Wallack designed puzzles especially for Alzheimer’s patients
BOSTON —A local teenager is on a mission to find treatment for Alzheimer’s disease and to improve the quality of lives for those afflicted.
Max Wallack, 17, found one surprising way to help — puzzles.
At Compass on the Bay in South Boston, seniors with memory problems enjoy jigsaw puzzles.
But these aren’t just any puzzles. Wallack specifically designed them for people with Alzheimer’s disease. They have large pieces and are small in number.
“There was some research that said just doing cognitive activities and doing puzzles could provide them with a sense of accomplishment and achievement that they don’t usually get,” said Wallack.
Wallack’s passion comes from a personal place. His great grandmother had Alzheimer’s and was in and out of nursing homes the last year of her life.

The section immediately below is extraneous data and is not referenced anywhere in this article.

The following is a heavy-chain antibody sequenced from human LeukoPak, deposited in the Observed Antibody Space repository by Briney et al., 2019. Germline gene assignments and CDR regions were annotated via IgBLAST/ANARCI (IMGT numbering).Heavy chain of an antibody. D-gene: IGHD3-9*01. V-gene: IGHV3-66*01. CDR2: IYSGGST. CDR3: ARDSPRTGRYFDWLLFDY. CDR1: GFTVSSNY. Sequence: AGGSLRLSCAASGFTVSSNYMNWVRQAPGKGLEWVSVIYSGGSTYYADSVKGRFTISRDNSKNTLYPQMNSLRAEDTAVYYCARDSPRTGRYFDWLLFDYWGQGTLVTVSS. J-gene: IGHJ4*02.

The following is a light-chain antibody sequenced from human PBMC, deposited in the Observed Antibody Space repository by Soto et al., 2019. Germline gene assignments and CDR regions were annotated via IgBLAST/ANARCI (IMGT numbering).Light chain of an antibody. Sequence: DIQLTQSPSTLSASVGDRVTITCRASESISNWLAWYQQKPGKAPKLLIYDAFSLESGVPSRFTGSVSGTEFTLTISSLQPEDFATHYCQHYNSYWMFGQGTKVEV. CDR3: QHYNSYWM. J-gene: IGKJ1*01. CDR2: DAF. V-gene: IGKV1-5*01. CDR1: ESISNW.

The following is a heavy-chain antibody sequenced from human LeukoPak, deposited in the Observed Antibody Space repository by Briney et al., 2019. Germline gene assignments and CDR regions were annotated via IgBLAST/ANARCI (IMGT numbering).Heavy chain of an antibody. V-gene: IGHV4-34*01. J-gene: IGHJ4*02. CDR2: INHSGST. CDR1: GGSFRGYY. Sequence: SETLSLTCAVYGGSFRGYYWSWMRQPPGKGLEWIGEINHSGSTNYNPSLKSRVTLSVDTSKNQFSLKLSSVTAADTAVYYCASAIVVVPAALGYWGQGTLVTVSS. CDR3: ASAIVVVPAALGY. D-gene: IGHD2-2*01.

“I saw her and other residents doing jigsaw puzzles, and they were calmer and less agitated,” said Wallack.
So when he was just 12, he founded Puzzles to Remember, and convinced a major puzzle-maker to manufacture them. Today, more than 24,000 puzzles have been distributed around the world.
“To see someone so young, and truly appreciate and understand that these are people who still have abilities, and that he tapped into those abilities and realized the need for having a sense of purpose in their day is quite remarkable,” said Tad Cleeland, of Senior Living Residences.
Wallack’s accomplishments don’t end there. He also wrote a children’s book about Alzheimer’s disease.
“It’s trying to teach children not be afraid of the person but still love them,” he said.
As for the future, Wallack, already a junior at Boston University, is doing research at the School of Medicine’s Psychiatry in Aging lab.
“Right now we are working on a hormone to both diagnose and treat Alzheimer’s. Anything I can do to help people from getting this disease, I want to do that,” said Wallack.
“Max Wallack is a unique, passionate, driven, brilliant kid who in his 17 years has already made unbelievable contributions to the lives of people with Alzheimer’s disease,” said Bob Stern, of Boston University’s Alzheimer’s Disease Center.
“I always believed if you have the ability to help others, you have the responsibility to do so,” said Wallack.